These decisions to impose the ban demonstrate an interesting quirk.  The Office of Chief Counsel issued Significant Service Center Advice in 2002 (SCA 200245051), concluding that neither the taxpayer’s failure to respond to the audit nor a response that fails to provide adequate substantiation is enough by itself to be considered reckless or intentional disregard of rules and regulations.  That conclusion is also set forth in IRM 4.19.14.7.1 (1): “A variety of facts must be considered by the CET [correspondence examination technician] in determining whether the 2-Year Ban should be imposed. A taxpayer’s failure to respond adequately or not respond at all does not in itself indicate that the taxpayer recklessly or intentionally disregarded the rules and regulations.”  In these cases, and assuming the taxpayers were equally uncooperative during the audit, arguably the IRS should never have asserted the ban.  But that’s during the audit.  If the IRS does assert the ban, challenging that in Tax Court (if the taxpayer remains uncooperative) opens the door for deemed admissions supporting the ban.  It’s better to cooperate.

Garcia and Baker disallowed the EITC but concluded that claiming the credit was not due to a reckless or intentional disregard of rules and regulations and therefore that the taxpayers were not subject to the ban for following years.  Reliance on a paid return preparer was significant for both decisions.  Neither case discussed the court’s jurisdiction to rule on the validity of the proposed ban.

Ballard and Griffin declined to rule on the ban.  Both made the same argument: there was no information in the record as to whether returns had been filed, and whether the EITC had even been claimed, for the ban years.  Further, both pointed out that any ruling in an S-case is not precedential in any other case.  It was questionable whether a ruling in a proceeding with respect to the conduct year would have any effect at all in the ban years.  Ballard seemed to suggest that this factor was the most critical:

Respondent made that determination for the year in dispute here, but the determination obviously has no consequence to the deficiency determined in the notice – the consequences of the determination take effect in years other than the year before us.  Normally, in a deficiency case the Court is reluctant to make findings or rulings that have no tax consequences in the period or periods presently before us.  Nevertheless, we can see the attractiveness in making the determination in the same year that the earned income credit is disallowed albeit on other grounds and we have addressed the issue in other non-precedential opinions, see
Section 7463(b).
 
In this case not only does the application of section 32(k) have no tax consequence to Petitioner’s Federal income tax liability for the year before us, the record does not reveal whether a finding or ruling on the point would have any Federal tax consequence in either 2014 or 2015.

The court “is reluctant,” rather than “has no jurisdiction,” and even that is qualified as “normally.”  The court’s concern may have been jurisdiction but the language in the opinion suggests that the court might have been willing to rule if the record included appropriate information about the future years.  As far as I know, though, Campbell, Taylor, Garcia, and Baker also did not have such information in the record.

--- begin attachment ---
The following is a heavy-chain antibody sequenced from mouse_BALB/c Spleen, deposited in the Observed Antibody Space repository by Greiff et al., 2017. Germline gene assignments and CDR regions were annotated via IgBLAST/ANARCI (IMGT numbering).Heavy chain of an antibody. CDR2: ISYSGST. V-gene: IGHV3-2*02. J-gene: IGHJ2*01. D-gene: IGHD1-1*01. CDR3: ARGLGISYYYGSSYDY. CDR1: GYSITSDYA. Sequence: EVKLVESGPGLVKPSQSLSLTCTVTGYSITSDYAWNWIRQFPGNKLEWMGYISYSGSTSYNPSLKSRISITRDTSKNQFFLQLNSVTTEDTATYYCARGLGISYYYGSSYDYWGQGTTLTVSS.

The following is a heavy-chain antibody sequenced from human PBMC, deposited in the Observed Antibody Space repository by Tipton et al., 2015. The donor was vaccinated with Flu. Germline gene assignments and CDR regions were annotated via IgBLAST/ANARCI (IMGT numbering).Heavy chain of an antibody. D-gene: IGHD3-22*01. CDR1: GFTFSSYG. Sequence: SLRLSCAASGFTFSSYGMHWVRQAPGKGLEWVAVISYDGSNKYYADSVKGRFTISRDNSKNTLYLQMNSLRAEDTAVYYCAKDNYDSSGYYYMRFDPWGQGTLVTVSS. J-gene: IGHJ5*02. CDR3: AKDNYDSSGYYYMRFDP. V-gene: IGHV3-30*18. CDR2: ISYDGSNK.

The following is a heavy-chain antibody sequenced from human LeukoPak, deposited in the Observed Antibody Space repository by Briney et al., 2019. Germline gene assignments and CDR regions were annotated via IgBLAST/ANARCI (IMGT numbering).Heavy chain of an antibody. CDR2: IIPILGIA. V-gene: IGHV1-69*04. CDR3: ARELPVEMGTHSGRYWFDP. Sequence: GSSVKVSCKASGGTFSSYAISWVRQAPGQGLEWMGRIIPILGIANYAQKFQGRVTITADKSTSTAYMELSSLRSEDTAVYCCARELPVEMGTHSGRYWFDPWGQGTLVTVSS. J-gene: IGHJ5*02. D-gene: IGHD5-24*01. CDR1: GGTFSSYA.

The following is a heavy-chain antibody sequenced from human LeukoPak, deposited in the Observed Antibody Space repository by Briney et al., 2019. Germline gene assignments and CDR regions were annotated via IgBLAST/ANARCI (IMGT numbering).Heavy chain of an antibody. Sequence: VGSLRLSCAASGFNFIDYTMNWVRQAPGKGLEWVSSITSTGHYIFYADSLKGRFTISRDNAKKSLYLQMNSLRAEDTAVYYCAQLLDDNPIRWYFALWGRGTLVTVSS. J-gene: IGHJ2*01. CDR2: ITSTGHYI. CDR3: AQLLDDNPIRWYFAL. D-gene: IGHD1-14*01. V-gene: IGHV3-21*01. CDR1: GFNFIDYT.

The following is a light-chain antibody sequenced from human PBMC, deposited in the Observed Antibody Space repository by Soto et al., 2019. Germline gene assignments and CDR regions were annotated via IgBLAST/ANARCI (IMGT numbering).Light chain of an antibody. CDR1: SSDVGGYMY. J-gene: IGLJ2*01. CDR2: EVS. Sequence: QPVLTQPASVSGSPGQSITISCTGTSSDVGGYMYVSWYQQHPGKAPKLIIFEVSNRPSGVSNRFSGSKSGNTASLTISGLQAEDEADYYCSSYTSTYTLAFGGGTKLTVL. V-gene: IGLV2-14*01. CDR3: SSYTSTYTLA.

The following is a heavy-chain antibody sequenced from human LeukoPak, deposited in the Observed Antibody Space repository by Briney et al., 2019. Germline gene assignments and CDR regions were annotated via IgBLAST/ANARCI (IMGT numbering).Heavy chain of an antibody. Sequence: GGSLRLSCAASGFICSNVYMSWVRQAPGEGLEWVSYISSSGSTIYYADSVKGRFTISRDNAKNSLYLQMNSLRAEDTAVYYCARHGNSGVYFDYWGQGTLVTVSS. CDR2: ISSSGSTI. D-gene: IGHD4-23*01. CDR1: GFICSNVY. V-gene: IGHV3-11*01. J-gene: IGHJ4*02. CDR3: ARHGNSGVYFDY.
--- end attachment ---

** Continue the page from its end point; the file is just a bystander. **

Ballard did, however, rule that the petitioner (who relied on a paid return preparer) was not liable for an accuracy-related penalty for negligence.  That strongly suggested that the ban should not apply; if the taxpayer was not negligent with respect to erroneously claiming the EITC, how would the IRS demonstrate the higher culpability of “reckless or intentional”?

Lopez also declined to rule on the ban, for a slightly different stated reason.  The IRS had disallowed the total gross receipts reported on Schedule C, eliminating the earned income required for claiming EITC.  The court allowed gross receipts in an amount less than the taxpayer had claimed.  With respect to the ban, it said:  “It would appear that our findings will result in the reduction of petitioner’s claimed earned income tax credit for each year, but we expect that the credit will not be entirely disallowed for either year.  Consequently, we make no comment in this proceeding regarding the application of section 32(k).”

Thus, in four cases the court ruled on the ban – two upholding it and two rejecting it – apparently without considering the jurisdictional issue.  Although Ballard, Griffin, and Lopez all declined to rule on the ban, none of them simply stated that the court had no jurisdiction with respect to the proposed ban.  Ballard and Griffin pointed out that a decision would not be precedential in an S-case.  The court, however, explained the primary justification not as lack of jurisdiction but what appears to be more like a concern about ripeness.  Lopez, on the other hand, did not mention that a summary opinion has no precedential effect for any other case.  Although far from clear, that decision sounds as though it assumed an implicit requirement for the ban – that it applies only when the credit was improperly claimed, not when it was properly claimed but in an excessive amount.  (I’ll return to that point in my next post.)

Despite the court (sometimes) being willing to rule on the issue, it would be better if the court’s jurisdiction to do so were firmly established.  The lack of explicit jurisdiction creates a serious problem.  What happens if the IRS asserts the ban in a notice of deficiency, the court disallows at least a portion of the EITC, but the court does not rule on the ban?  I suspect that the IRS will impose the ban in the future years.  It would be interesting to know what happened to Mr. Ballard, after the strong hint in the bench opinion.